BYU basketball had an eventful week with one transfer, one recruit and four honor roll awards.
Elijah Bryant, a 6-foot-4-inch combo guard, announced his transfer from Elon University to BYU on July 28. BYU heard the good news via Bryant’s Instagram account. He has a 38.2 shooting percentage from the field and 34.9 percent from behind the 3-point line.
Bryant played in all of Elon’s games during the past season. He will be a powerful contribution to the BYU basketball team, although he won’t be able to play during the 2015–2016 season due to the NCAA transfer rules.
After receiving offers from Stanford and BYU, Conner Harding, of Pocetello, Idaho, is Cougar-committed. He is BYU’s third commitment, and the 6-foot-6-inch combo guard weighing 195 pounds won’t have problems getting into the key. Harding is ranked as one of ESPN’s top 100 high school prospects in his 2016 class.
According to ESPN’s scouting report, Harding is a “solid-looking wing-type with good length and a nice dose of athleticism.” He is known for attacking in transition and penetration as well as his ability to weave from the top to the rim at a “consistent rate.” He is the second Top 100 player who has committed to BYU’s incoming recruits.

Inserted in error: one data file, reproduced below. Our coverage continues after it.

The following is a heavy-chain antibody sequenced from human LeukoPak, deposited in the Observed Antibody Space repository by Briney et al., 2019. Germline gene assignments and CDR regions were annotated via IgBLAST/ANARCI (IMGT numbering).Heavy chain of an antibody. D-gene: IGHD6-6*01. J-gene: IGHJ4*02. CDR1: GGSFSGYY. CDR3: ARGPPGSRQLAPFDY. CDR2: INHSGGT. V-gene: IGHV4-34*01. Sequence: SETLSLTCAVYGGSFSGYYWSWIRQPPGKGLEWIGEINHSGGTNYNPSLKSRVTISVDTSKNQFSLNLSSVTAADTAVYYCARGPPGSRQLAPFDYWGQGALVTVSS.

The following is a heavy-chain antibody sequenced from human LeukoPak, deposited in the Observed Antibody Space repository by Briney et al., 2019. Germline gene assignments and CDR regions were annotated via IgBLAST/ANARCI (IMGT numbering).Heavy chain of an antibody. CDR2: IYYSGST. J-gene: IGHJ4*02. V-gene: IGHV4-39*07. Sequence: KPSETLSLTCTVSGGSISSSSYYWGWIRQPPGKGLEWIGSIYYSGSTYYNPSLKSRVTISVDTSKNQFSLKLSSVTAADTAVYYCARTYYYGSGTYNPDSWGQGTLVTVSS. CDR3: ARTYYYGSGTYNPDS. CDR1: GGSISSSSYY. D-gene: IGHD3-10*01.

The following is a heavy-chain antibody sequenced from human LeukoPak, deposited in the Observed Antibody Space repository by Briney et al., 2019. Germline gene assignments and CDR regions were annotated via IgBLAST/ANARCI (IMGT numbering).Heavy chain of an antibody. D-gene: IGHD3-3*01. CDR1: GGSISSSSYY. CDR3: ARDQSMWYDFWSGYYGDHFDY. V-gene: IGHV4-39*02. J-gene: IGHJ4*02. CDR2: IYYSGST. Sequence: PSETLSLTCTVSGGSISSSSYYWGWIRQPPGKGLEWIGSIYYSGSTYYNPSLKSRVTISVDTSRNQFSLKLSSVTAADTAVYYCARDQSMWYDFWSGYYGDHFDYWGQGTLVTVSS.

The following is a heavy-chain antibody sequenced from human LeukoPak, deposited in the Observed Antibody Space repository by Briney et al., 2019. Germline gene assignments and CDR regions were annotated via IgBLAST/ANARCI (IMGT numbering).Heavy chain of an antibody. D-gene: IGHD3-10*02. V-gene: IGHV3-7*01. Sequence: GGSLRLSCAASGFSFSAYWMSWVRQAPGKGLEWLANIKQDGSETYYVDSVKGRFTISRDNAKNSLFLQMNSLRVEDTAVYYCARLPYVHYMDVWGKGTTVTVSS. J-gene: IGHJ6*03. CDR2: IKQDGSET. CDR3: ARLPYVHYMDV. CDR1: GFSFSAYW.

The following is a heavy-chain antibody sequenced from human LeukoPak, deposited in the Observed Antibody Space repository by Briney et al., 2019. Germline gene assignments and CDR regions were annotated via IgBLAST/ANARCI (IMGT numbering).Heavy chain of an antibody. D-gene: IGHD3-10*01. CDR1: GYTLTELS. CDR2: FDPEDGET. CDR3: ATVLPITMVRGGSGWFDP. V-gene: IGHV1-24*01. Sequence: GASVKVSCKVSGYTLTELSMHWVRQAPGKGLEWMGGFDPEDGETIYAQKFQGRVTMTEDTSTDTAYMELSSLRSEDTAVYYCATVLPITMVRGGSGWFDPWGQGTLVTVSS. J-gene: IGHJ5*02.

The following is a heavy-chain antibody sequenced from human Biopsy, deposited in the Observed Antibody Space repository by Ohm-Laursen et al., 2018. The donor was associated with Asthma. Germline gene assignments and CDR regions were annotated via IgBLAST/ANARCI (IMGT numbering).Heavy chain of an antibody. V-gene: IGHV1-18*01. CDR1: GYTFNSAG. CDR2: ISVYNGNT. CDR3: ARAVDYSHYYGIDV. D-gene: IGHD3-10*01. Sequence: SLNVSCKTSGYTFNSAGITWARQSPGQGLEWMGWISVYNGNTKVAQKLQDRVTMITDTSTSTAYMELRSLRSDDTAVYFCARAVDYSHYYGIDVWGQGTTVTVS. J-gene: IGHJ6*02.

Harding reiterated his plans to serve an LDS mission immediately following high school. He would begin his BYU career in 2018, according to KSL’s Greg Wrubell.
Skyler Halford, Tyler Haws, Isaac Neilson and Luke Worthington were all added to the 14th annual WCC Commissioner’s Honor Roll. The four Cougars earned Bronze honors, meaning they balanced athletic responsibilities with a school schedule and earned a GPA of 3–3.49. More than 1,350 student-athletes qualified for recognition, establishing a conference record for the second consecutive season. The 2013–2014 season marked the first year more than 1,200 student-athletes met the selection criteria, according to a press release.
BYU hired former Lone Peak High School basketball coach Quincy Lewis in April, finalizing the new coaching staff. “Quincy brings great knowledge of the game and a winning attitude,” BYU basketball coach Dave Rose said in an April press release. “He has been successful everywhere he’s been as a player and a coach, and I look forward to adding Quincy to our team.”